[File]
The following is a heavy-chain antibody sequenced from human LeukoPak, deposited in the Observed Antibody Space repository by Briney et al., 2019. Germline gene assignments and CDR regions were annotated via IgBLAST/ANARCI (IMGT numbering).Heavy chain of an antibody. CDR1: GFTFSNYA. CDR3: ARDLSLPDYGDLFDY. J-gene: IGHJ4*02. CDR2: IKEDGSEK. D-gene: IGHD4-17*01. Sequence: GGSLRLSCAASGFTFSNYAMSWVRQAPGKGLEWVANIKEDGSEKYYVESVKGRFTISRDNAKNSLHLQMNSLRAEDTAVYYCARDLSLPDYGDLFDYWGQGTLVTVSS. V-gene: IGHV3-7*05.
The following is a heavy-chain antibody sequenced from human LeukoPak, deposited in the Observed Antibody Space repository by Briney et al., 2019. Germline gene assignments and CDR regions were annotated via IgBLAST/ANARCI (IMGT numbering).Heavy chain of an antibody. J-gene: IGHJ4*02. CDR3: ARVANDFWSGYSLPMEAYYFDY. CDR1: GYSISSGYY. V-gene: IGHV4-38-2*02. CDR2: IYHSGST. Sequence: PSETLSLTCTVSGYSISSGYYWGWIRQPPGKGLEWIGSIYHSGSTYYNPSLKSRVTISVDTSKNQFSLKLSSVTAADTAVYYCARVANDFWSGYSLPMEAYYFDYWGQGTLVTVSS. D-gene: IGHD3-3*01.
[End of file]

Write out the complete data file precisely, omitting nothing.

The following is a heavy-chain antibody sequenced from human LeukoPak, deposited in the Observed Antibody Space repository by Briney et al., 2019. Germline gene assignments and CDR regions were annotated via IgBLAST/ANARCI (IMGT numbering).Heavy chain of an antibody. CDR1: GFTFSNYA. CDR3: ARDLSLPDYGDLFDY. J-gene: IGHJ4*02. CDR2: IKEDGSEK. D-gene: IGHD4-17*01. Sequence: GGSLRLSCAASGFTFSNYAMSWVRQAPGKGLEWVANIKEDGSEKYYVESVKGRFTISRDNAKNSLHLQMNSLRAEDTAVYYCARDLSLPDYGDLFDYWGQGTLVTVSS. V-gene: IGHV3-7*05.
The following is a heavy-chain antibody sequenced from human LeukoPak, deposited in the Observed Antibody Space repository by Briney et al., 2019. Germline gene assignments and CDR regions were annotated via IgBLAST/ANARCI (IMGT numbering).Heavy chain of an antibody. J-gene: IGHJ4*02. CDR3: ARVANDFWSGYSLPMEAYYFDY. CDR1: GYSISSGYY. V-gene: IGHV4-38-2*02. CDR2: IYHSGST. Sequence: PSETLSLTCTVSGYSISSGYYWGWIRQPPGKGLEWIGSIYHSGSTYYNPSLKSRVTISVDTSKNQFSLKLSSVTAADTAVYYCARVANDFWSGYSLPMEAYYFDYWGQGTLVTVSS. D-gene: IGHD3-3*01.